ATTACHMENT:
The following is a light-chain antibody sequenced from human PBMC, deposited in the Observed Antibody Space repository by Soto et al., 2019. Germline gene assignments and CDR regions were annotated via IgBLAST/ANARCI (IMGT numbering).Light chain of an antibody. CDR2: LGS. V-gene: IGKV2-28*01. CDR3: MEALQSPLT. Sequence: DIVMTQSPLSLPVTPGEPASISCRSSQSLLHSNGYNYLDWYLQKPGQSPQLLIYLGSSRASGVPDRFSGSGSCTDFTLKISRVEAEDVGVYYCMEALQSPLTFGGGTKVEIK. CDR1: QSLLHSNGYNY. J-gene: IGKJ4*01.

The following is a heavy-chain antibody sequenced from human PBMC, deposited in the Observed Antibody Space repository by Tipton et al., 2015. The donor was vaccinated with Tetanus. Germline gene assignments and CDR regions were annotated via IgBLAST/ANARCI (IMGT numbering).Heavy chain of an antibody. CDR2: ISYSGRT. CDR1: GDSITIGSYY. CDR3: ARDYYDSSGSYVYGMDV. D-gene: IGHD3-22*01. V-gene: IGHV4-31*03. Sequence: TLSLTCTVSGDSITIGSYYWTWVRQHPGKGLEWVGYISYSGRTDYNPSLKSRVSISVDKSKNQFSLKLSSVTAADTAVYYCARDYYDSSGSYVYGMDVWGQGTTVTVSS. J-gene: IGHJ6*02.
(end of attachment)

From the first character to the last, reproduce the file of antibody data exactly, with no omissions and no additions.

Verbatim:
The following is a light-chain antibody sequenced from human PBMC, deposited in the Observed Antibody Space repository by Soto et al., 2019. Germline gene assignments and CDR regions were annotated via IgBLAST/ANARCI (IMGT numbering).Light chain of an antibody. CDR2: LGS. V-gene: IGKV2-28*01. CDR3: MEALQSPLT. Sequence: DIVMTQSPLSLPVTPGEPASISCRSSQSLLHSNGYNYLDWYLQKPGQSPQLLIYLGSSRASGVPDRFSGSGSCTDFTLKISRVEAEDVGVYYCMEALQSPLTFGGGTKVEIK. CDR1: QSLLHSNGYNY. J-gene: IGKJ4*01.

The following is a heavy-chain antibody sequenced from human PBMC, deposited in the Observed Antibody Space repository by Tipton et al., 2015. The donor was vaccinated with Tetanus. Germline gene assignments and CDR regions were annotated via IgBLAST/ANARCI (IMGT numbering).Heavy chain of an antibody. CDR2: ISYSGRT. CDR1: GDSITIGSYY. CDR3: ARDYYDSSGSYVYGMDV. D-gene: IGHD3-22*01. V-gene: IGHV4-31*03. Sequence: TLSLTCTVSGDSITIGSYYWTWVRQHPGKGLEWVGYISYSGRTDYNPSLKSRVSISVDKSKNQFSLKLSSVTAADTAVYYCARDYYDSSGSYVYGMDVWGQGTTVTVSS. J-gene: IGHJ6*02.